Postoperative complications include the following: anastomotic or GJ leak (0-5.1%), pulmonary embolism or deep venous thrombosis (0 to 1.3??, bleeding (0.6-4%), narrowing or stenosis of the GJ anastomosis (1.6-11.4%), bowel obstruction (0.6-10%), incisional hernia (0-1.8%), wound infection (0-5%), internal hernia (0-3.3%), symptomatic gallstone disease (0-3.8%), marginal ulcer (0-10%), and stomach perforation (0-0.9%).
Advantages of the Laparoscopic Approach
With the laparoscopic Roux-en-Y gastric bypass, there is less postoperative pain, a lower postoperative stress response, and better cosmetic results. Patients recover rapidly and have a shorter hospital stay.
There is no large midline incision which is required for the open operation, and this markedly reduces the incidence of postoperative wound infection and incisional hernia. There is also a significant improvement in lung function after surgery with the laparoscopic procedure compared to the open gastric bypass.
The laparoscopic gastric bypass in well-trained hands is safe and feasible. If our surgeons think that the operation can be safely approached laparoscopically, our success in performing surgery via this route is approximately 99%.
However, the laparoscopic gastric bypass is a technically challenging, advanced procedure that is not taught in surgical residency and is associated with a steep learning curve.
The laparoscopic approach may be more difficult in super-obese patients (BMI > 50) and in patients who have an enlarged liver. This is one of the reasons that our surgeons ask that all patients lose some weight prior to surgery. Moreover, we ask that all patients who have had prior surgery should have their old operative reports made available to our surgeons.
There are four stages of dietary advancement after surgery. Please click here to review our dietary handbook.
The laparoscopic RYGB was first described by an American surgeon (Wittgrove) in 1994 and first performed by a member of the University of Minnesota surgical team (Ikramuddin) in 1997.
It is essential to make sure that the surgeon makes a very small gastric pouch in order for the operation to be successful. Too large of a pouch size is one of the most common reasons that we have had to revise a first time operation when physicians have sent their patients to us after failed weight loss surgery.
We routinely ask patients to start a clear liquid diet and preoperative bowel preparation during the two days before surgery. In order to prevent deep venous thrombosis at the time of surgery and immediately afterward, a blood thinner is given in the preoperative area to all patients.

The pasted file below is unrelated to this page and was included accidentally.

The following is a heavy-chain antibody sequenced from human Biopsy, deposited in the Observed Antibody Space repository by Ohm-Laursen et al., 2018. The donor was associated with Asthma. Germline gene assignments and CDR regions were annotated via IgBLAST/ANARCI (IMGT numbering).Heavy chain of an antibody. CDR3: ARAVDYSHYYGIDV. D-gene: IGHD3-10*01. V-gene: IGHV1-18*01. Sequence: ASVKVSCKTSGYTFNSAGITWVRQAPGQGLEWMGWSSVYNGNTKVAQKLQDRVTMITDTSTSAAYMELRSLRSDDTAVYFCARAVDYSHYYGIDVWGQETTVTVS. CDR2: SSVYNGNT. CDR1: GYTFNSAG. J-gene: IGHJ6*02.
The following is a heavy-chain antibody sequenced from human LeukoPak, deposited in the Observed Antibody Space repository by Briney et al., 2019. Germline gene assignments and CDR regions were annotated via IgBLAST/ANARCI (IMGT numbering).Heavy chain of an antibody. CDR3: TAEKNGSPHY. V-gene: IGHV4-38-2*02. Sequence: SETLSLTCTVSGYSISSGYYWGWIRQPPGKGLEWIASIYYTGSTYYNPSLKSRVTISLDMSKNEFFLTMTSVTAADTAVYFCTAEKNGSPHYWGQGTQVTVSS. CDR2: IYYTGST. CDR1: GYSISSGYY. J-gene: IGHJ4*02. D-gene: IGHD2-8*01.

Five or six small incisions are used for this operation. Two of the incisions are 3/4 inch long and the other incisions are 1/4 inch in length. We use a liver retractor through one of the incisions and this moves the liver out of the way and provides a view of the upper stomach, which is critical for us to perform the operation.
We start the operation by making the very small stomach pouch, which is slightly smaller than a golf ball. The rest of the stomach is left inside the abdomen and remains connected to the blood supply, but less active.
Then we measure out a piece of intestine about 3 feet (100 cm) in length and attach this to the stomach and one side of this loop becomes the Roux limb. The connection between the stomach pouch and the Roux limb is called the "gastrojejunostomy" or "G-J" anastomosis.
We test for leaks at this connection by having an endoscope inside the stomach pouch and blowing air into the stomach with the G-J anastomosis under water. We can see if there is a leak in the same way that one tests a bicycle tire for a leak because there would be bubbling at the site of a leak. We fix the leaks immediately in the rare event (~1%) that they occur and these types of leaks would never cause a patient to become sick afterwards since they have already been corrected.
Next, the intestine connected to the bile and pancreatic juices (the "BP" limb) is disconnected from the Roux limb. We measure about 4-5 feet (150 cm) down the Roux limb and connect the Roux limb to the BP limb at this location. This is called the "jejunojejunostomy" or "J-J" anastomosis. Then we close the window under this connection, which is where internal hernias can occur. Occasionally a drain is left near the GJ anastomosis, but this is not routine. We don't routinely place tubes in the nose for laparoscopic Roux-en-Y gastric bypass.